3 In 5 Parents Say Remote Learning Will Negatively Impact Their Finances

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It’s hard to believe, but summer is almost over and another new school year is only a few weeks away. However, due to the ongoing coronavirus pandemic, distance and hybrid learning will become the new normal this fall. Those with school age children will need to adjust in order to make this situation as successful as possible and many parents are in the process of converting their homes into a virtual learning space for their children.

This change in schooling is not only disrupting the educational system as we’ve known it, but a new survey conducted by Bankrate revealed that “61% of parents with school-aged children are forced to re-evaluate their finances and careers as they prepare for a unique school situation”. Parents also revealed that “they are not feeling particularly optimistic about the educational side of remote learning” with 42% of respondents anticipating negative impacts on their child’s education. 

One of the huge tangible expenses that goes along with remote virtual learning is technology. In the past, most pre-school children and even middle/high-school children did not have access to their own laptops, as it was not necessary for their educational success. However, remote learning is forcing all students, regardless of age or grade, to have undivided access to their own digital device to access their teachers, homework, and resources. And those families who had shared technological devices amongst a few family members are now forced to purchase a device for each person, which is a huge added expense. However, before purchasing your child a new computer, please check with your school to find out whether they are providing laptops for each student for the upcoming year since many districts will be offering them.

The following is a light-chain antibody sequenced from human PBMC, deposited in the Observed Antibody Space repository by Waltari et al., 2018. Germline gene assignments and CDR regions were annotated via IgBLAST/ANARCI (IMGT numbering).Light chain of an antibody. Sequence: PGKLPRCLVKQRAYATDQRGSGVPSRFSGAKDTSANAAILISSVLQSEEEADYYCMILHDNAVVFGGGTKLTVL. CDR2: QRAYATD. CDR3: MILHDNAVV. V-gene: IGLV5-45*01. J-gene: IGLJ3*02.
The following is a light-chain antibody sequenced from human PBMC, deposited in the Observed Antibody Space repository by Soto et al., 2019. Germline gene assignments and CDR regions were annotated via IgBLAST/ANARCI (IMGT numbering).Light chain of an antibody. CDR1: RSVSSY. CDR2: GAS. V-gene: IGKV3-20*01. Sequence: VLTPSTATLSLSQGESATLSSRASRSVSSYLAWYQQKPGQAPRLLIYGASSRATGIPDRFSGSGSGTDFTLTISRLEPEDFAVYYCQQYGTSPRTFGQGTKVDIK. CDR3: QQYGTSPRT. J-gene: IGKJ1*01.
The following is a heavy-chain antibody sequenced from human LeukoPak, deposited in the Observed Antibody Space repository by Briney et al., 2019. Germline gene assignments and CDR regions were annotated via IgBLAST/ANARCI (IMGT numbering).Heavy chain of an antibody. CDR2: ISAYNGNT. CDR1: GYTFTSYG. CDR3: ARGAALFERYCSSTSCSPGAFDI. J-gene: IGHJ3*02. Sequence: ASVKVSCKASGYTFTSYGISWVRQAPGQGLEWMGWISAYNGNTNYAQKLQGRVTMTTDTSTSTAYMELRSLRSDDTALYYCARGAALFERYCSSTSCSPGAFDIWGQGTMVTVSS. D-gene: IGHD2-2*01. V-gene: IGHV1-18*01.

Another factor that will negatively impact parents as children begin remote schooling is time. In the pre-coronavirus world, parents had the ability to drop their children in school, enroll them in after-school activities, while also fully engaging in their personal careers. With students learning from home, needing supervision and assistance in their learning, parents are worried it will negatively impact their careers and work/life balance. Some parents will find they have to cut work hours to help their children learn or incur additional expenses such as tutors/babysitters so that they can continue to work. And on top of that, some parents may need to quit their jobs completely. 

While this transition will be difficult for many, it is crucial to remember the importance of utilizing all your resources, which we have spoken about in previous blogs. Reach out to family members for help, scan the web for good deals before making a big purchase and remember that we are all in this together. Lastly, as we adjust to our new complicated normal, remember to keep track of your finances and manage your money. You may find it useful to create a new budget for the upcoming school year since it is likely to look different than it did in the past. As always, if you have any questions about your portfolio or finances, please reach out to us and we are happy to help! 

Millennials Slammed by Second Financial Crisis Fall Even Further Behind

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If one economic recession wasn’t enough for millennials to grapple with, why not throw another their way? 

The economic hit of the coronavirus pandemic is looking pretty bad to millennials. We’ve been reading many articles discussing how unemployment seems to be looking the worst for their generation in contract to others. 

The 12.5% unemployment rate among millennials is higher than that of Generation X (born between 1965 and 1980), and baby boomers (1946 to 1964), according to May figures from the Pew Research Center